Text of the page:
OAKLAND, CA – JUNE 05: Richard Jefferson #24, LeBron James #23, Tristan Thompson #13 and Channing Frye #9 of the Cleveland Cavaliers sit on the bench during Game 2 of the 2016 NBA Finals against the Golden State Warriors at ORACLE Arena on June 5, 2016 in Oakland, California. NOTE TO USER: User expressly acknowledges and agrees that, by downloading and or using this photograph, User is consenting to the terms and conditions of the Getty Images License Agreement. (Photo by Ronald Martinez/Getty Images)

Over the last couple years in the NBA, top teams in the league that were 99.9% sure they would be making the playoffs have rested players repeatedly throughout the season. On Monday, ESPN reported that commissioner Adam Silver wants to do something about it.

This season it seems like the Golden State Warriors, Cleveland Cavaliers and San Antonio Spurs have taken to resting their stars more than ever before. For example on March 11 during a road game against the Spurs, the Warriors’ Klay Thompson, Draymond Green, Steph Curry and Andre Iguodala all didn’t play due to “rest.” San Antonio won 107-85.

According to ESPN, Silver has had enough. In a memo the Commissioner sent to owners, Silver described the resting trend as “an extremely significant issue for our league.”

Here’s more information on the memo, including the threat of “significant penalties”:

“In the memo, Silver informed teams that the issue will be a prime topic of discussion at the next NBA Board of Governors meeting April 6 in New York and warned of ‎’significant penalties’ for teams that don’t abide by the league’s standing rules for providing ‎’notice to the league office, their opponent, and the media immediately upon a determination that a player will not participate in a game due to rest.'”

Silver went on to say it is “unacceptable” for team owners to not be involved in major decision making when it comes to resting key players in big games. Especially when those decisions being made by the head coach and general manager can seriously impact “fans and business partners” as well as the NBA’s reputation.

It makes sense why the look would look to curb this trend. The Spurs have rested players in key games for several years now, but the tactic seems to be spreading.

Now, multiple teams are resting their best players even in meaningful games late in the season. The Warriors have a slim two-game lead over the Spurs for the top seed in the Western Conference Playoffs, and if they hadn’t rested four of its stars, they could have a three-game lead.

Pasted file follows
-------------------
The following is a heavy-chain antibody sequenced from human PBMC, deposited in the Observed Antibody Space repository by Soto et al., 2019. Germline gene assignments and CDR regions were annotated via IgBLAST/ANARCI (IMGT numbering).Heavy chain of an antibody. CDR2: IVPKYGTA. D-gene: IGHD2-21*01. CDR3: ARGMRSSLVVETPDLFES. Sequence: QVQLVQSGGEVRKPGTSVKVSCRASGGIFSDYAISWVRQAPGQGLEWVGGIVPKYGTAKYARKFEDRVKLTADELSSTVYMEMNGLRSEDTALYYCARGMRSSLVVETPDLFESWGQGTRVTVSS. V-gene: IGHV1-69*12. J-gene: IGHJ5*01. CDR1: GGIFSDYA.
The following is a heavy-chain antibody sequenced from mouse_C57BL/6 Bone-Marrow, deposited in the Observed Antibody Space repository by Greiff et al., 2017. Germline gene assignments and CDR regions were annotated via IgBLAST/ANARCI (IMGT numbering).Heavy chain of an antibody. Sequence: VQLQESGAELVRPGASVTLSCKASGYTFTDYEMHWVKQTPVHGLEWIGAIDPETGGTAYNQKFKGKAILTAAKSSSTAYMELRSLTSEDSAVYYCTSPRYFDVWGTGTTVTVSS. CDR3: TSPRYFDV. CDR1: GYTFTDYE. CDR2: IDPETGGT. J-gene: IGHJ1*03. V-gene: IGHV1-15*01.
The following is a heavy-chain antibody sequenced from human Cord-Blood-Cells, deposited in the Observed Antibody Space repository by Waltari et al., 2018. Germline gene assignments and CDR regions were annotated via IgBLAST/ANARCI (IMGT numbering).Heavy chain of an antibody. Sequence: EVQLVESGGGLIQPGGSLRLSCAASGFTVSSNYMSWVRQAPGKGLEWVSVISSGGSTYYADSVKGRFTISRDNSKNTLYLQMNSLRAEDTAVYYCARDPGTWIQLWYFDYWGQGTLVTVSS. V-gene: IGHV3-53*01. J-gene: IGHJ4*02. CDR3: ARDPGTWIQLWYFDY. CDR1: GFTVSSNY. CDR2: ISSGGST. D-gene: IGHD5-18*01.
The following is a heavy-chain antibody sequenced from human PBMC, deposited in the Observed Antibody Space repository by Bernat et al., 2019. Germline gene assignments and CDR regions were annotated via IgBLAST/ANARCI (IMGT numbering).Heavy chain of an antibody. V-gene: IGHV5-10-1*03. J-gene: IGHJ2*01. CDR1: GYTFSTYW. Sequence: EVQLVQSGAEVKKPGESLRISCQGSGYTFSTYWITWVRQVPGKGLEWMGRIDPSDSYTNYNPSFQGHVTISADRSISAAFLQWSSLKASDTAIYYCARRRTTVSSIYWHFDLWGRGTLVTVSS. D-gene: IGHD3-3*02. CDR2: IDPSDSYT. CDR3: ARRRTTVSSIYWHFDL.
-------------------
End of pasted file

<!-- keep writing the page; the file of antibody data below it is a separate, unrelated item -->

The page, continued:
The thing is, the NBA isn’t only bothered when star players are rested during crucial conference games. This past Saturday, the Cavaliers were in Los Angeles to face the Clippers. L.A. won easily 108-78 because LeBron James, Kyrie Irving, and Kevin Love all sat out due to “rest.”

After Cleveland announced it was planning on sitting its three best players in a high-profile game on national television, Cavs’ GM David Griffin got a phone call from the league office.

“I’m not overly concerned about the perception of it,” Griffin told ESPN. “We literally had one guy rest tonight, and everybody else was reasonably injured, so I don’t feel like we did anything terribly egregious.”

It’s interesting for ESPN to report on this because of the network’s massive TV deal with the NBA. Due to that relationship, ESPN released a statement about the resting trend.

“As always, our aim is to serve NBA fans with the best matchups involving the league’s top stars and we share the fans’ disappointment. We understand this is a complex issue and we’re working closely with the NBA to best address it going forward from a media partnership standpoint,” the statement said.

Cleveland Head Coach Ty Lue also addressed the issue and mentioned how it relates to ESPN/ABC’s big TV deal:

“Sorry, ABC. This wasn’t intentional. It’s serious. So no need to have setbacks to play one game on national TV. We’re being smart about it,” Lue said.

At the end of the day, the NBA will be fine revenue-wise, and a couple star players sitting out big games won’t impact the league’s bottom line dramatically.

However, reputation-wise it is a little startling compared to star players in other sports. During mid-to-late September, don’t expect the Washington Nationals to suddenly stop playing Bryce Harper. Also don’t expect the New England Patriots to suddenly start benching Tom Brady for the second half from Week 14 on. This is a uniquely NBA problem.


About David Lauterbach

David is a writer for The Comeback. He enjoyed two Men's Basketball Final Four trips for Syracuse before graduating in 2016. If The Office or Game of Thrones is on TV, David will be watching.